On Sunday, the 17th, we began our study of the Old Testament book of Nehemiah. This book describes the incredible events that transpired in the middle of the 5th century, BC. Nehemiah was a man living in the capital of the Persian Empire, the city of Susa. This city is in modern-day Iran, about 150 miles north of the Persian Gulf.
Nehemiah’s story is one of passion, commitment, perseverance, and ultimate triumph. However, it starts with people at their wit’s end. Nehemiah hears of the poor shape his homeland is in, and he’s moved to tears, prayer, fasting, and ultimately action. Throughout this year our church’s theme is “Game On!” As a church, we are striving to be fully engaged in following God wherever we are led.
For Nehemiah, this passionate engagement started with prayer – praising God, confessing sin, asking for help, and fasting. All four of these practices are essential for cultivating passion in life, and developing a deeper sense of purpose for our actions. In the church, we don’t talk about fasting nearly as much as these other activities. I’d like to briefly explore this spiritual discipline with you.
For many of us, when we consider the practice of fasting, we conjure up notions of guilt, obligation, or legalism. It’s as if God doesn’t want us to have fun or enjoy nice things, so while we fast, we are abstaining from various types of pleasure.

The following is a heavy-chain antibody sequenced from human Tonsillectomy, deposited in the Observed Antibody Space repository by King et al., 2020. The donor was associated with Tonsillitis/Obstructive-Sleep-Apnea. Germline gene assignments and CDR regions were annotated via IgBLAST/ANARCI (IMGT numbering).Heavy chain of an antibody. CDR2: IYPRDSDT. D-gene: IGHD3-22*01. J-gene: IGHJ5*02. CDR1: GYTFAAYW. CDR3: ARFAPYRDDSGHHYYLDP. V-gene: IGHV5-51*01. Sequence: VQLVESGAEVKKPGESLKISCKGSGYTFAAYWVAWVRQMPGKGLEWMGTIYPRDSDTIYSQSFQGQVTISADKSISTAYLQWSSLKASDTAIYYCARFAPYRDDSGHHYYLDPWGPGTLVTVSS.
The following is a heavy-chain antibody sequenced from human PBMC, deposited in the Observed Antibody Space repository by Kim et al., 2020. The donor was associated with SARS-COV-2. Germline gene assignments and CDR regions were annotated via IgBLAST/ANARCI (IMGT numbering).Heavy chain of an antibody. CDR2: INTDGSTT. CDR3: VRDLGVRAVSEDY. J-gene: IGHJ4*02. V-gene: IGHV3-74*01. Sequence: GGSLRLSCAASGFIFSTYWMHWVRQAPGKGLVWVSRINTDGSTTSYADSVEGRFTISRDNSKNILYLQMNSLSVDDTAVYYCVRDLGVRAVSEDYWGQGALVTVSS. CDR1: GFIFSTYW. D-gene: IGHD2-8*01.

In Scripture, though, fasting is often discussed like it is in Nehemiah. It’s a practice that accompanies deep conviction. For Nehemiah, I get this sense that he’s so emotional about the bad news he’s received, he’s so passionate in his prayers and intercession, that he can’t even eat . His entire being is wrapped up in what he takes before the Lord.
Fasting, rather than a practice used to prove one’s devotion or pay some kind of penance, is a practice that cultivates and accompanies passion. It’s a way to pursue God more completely. We remind ourselves that God alone is our source of life. Fasting helps us see that we do not constantly need to acquire. It also serves a practical purpose. Every time we feel hunger pangs, we have a physiological reminder of what we are praying about.
This month, I invite you to experiment with a fast. If you’re anxious, start with something small. Maybe fast one meal in a day, and decide what you will pray/fast about before you do it. Or maybe consider fasting for a day – sundown to sundown might be a good place to start. The Jewish Sabbath would always start on Friday night and last until Saturday evening.
Don’t announce your plans to the world, but I would love to hear how your experiences go. If you would like to know more about this, let me know. I look forward to cultivating passion with you all this coming month!
Austin D. Hill